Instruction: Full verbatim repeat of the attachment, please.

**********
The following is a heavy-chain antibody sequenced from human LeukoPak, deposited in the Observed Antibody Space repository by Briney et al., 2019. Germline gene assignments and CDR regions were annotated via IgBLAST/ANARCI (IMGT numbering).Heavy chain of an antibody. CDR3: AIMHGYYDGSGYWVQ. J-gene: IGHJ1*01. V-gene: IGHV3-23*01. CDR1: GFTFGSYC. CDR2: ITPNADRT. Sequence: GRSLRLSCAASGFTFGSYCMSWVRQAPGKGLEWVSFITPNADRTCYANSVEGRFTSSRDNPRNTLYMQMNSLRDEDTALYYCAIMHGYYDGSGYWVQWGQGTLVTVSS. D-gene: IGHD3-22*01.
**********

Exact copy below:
The following is a heavy-chain antibody sequenced from human LeukoPak, deposited in the Observed Antibody Space repository by Briney et al., 2019. Germline gene assignments and CDR regions were annotated via IgBLAST/ANARCI (IMGT numbering).Heavy chain of an antibody. CDR3: AIMHGYYDGSGYWVQ. J-gene: IGHJ1*01. V-gene: IGHV3-23*01. CDR1: GFTFGSYC. CDR2: ITPNADRT. Sequence: GRSLRLSCAASGFTFGSYCMSWVRQAPGKGLEWVSFITPNADRTCYANSVEGRFTSSRDNPRNTLYMQMNSLRDEDTALYYCAIMHGYYDGSGYWVQWGQGTLVTVSS. D-gene: IGHD3-22*01.